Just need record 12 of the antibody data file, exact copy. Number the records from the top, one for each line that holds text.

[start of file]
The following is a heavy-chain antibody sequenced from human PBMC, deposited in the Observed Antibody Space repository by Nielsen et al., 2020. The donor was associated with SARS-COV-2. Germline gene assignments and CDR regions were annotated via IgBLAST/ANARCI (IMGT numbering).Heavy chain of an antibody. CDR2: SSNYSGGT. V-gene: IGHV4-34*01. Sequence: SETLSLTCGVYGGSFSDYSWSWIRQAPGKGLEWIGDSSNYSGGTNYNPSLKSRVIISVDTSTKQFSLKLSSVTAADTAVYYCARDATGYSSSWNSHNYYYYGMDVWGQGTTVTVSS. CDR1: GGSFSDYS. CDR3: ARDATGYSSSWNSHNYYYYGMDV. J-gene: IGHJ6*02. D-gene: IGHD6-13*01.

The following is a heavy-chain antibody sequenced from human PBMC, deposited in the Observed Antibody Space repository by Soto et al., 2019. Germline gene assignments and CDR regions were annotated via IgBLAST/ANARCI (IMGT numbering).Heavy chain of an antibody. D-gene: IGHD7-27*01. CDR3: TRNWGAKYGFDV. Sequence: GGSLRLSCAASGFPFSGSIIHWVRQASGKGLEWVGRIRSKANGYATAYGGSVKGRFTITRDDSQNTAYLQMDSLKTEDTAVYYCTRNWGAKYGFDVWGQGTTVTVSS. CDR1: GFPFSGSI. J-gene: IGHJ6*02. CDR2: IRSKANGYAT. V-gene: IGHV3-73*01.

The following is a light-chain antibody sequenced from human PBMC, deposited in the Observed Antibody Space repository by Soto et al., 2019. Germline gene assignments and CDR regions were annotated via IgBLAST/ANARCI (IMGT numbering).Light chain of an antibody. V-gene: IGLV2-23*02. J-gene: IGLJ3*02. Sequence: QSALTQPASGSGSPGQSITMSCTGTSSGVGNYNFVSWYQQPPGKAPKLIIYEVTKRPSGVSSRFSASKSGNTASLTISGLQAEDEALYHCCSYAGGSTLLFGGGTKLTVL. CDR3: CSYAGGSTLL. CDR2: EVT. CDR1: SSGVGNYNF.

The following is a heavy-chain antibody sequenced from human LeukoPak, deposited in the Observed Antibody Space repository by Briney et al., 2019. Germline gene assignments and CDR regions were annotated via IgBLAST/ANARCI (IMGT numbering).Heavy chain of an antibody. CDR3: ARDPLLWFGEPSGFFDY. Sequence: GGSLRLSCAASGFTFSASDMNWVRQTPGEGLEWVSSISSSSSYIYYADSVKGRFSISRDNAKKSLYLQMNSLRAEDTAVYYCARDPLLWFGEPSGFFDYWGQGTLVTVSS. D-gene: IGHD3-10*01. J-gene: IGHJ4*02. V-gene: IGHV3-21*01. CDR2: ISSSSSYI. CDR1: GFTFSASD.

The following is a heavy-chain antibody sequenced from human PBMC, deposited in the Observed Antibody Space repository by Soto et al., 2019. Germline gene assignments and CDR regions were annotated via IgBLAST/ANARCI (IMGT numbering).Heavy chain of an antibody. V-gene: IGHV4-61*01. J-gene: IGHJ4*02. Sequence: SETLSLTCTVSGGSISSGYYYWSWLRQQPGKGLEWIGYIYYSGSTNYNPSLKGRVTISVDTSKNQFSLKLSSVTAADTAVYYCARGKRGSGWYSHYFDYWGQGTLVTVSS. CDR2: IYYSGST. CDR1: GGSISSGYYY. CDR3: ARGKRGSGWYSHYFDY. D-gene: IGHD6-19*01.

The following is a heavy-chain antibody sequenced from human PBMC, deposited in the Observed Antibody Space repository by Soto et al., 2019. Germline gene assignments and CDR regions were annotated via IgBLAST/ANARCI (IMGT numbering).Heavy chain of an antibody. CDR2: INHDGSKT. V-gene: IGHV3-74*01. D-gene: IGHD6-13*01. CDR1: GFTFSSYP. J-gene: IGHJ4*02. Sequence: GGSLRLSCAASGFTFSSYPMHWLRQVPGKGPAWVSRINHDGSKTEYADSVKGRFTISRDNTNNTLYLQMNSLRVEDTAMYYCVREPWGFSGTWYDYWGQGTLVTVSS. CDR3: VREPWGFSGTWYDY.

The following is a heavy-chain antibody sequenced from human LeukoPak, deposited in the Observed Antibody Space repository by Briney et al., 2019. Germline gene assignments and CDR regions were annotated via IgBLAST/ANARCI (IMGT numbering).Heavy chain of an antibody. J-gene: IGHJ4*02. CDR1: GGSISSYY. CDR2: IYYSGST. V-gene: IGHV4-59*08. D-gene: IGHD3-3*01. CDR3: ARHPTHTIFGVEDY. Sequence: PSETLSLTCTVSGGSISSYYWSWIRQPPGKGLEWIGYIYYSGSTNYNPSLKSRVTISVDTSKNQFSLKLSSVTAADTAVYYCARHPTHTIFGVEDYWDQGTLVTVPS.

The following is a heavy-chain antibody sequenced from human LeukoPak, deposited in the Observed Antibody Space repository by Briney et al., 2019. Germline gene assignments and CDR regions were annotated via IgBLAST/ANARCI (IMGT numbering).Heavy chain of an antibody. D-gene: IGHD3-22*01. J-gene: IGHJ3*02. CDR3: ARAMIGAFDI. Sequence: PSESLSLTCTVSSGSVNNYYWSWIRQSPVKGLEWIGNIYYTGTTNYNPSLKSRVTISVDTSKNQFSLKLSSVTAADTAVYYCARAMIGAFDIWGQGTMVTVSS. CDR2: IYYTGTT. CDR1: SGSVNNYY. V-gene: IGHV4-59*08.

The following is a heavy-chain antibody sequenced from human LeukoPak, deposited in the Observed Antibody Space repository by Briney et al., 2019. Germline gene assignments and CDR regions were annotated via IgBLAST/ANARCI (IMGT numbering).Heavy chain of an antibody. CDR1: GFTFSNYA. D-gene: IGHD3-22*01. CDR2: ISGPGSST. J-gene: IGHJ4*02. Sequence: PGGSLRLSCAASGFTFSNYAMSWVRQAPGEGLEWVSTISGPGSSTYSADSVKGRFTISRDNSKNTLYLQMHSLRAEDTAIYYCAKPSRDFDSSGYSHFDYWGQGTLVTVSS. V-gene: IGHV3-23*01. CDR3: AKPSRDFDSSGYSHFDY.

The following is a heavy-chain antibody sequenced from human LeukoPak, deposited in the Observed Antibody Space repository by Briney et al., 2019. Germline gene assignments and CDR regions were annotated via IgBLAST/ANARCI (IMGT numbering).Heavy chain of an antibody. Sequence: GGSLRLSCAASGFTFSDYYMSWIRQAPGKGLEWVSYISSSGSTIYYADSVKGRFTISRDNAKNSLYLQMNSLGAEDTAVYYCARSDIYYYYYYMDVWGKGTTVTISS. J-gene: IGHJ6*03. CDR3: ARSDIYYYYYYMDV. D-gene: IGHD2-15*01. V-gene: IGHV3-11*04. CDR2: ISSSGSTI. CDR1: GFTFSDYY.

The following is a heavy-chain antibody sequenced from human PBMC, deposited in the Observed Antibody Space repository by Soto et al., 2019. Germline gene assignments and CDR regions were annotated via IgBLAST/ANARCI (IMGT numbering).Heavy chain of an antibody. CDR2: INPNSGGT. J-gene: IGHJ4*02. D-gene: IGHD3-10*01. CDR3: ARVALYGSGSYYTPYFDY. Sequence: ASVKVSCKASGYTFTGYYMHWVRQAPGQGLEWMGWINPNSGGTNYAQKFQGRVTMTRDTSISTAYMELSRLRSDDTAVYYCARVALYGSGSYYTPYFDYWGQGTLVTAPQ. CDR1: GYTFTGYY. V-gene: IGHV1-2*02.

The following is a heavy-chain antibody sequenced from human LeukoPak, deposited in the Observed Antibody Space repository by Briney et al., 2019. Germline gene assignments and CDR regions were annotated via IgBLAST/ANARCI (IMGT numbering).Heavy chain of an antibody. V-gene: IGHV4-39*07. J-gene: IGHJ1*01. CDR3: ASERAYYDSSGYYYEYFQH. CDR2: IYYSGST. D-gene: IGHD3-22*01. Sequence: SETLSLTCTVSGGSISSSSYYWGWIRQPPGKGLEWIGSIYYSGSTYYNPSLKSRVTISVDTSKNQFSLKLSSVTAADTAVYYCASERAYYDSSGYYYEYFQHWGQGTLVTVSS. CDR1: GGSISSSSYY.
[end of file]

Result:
The following is a heavy-chain antibody sequenced from human LeukoPak, deposited in the Observed Antibody Space repository by Briney et al., 2019. Germline gene assignments and CDR regions were annotated via IgBLAST/ANARCI (IMGT numbering).Heavy chain of an antibody. V-gene: IGHV4-39*07. J-gene: IGHJ1*01. CDR3: ASERAYYDSSGYYYEYFQH. CDR2: IYYSGST. D-gene: IGHD3-22*01. Sequence: SETLSLTCTVSGGSISSSSYYWGWIRQPPGKGLEWIGSIYYSGSTYYNPSLKSRVTISVDTSKNQFSLKLSSVTAADTAVYYCASERAYYDSSGYYYEYFQHWGQGTLVTVSS. CDR1: GGSISSSSYY.